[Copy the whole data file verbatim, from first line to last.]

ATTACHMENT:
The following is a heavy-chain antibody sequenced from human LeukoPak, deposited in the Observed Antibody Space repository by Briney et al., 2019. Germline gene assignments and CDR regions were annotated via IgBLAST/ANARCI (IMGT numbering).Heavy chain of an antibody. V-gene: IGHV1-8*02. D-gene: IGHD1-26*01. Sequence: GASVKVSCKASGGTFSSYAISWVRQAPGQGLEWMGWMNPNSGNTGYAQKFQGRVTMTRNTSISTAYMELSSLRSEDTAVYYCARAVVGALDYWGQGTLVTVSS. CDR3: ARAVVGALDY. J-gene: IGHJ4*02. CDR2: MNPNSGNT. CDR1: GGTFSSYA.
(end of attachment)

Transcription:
The following is a heavy-chain antibody sequenced from human LeukoPak, deposited in the Observed Antibody Space repository by Briney et al., 2019. Germline gene assignments and CDR regions were annotated via IgBLAST/ANARCI (IMGT numbering).Heavy chain of an antibody. V-gene: IGHV1-8*02. D-gene: IGHD1-26*01. Sequence: GASVKVSCKASGGTFSSYAISWVRQAPGQGLEWMGWMNPNSGNTGYAQKFQGRVTMTRNTSISTAYMELSSLRSEDTAVYYCARAVVGALDYWGQGTLVTVSS. CDR3: ARAVVGALDY. J-gene: IGHJ4*02. CDR2: MNPNSGNT. CDR1: GGTFSSYA.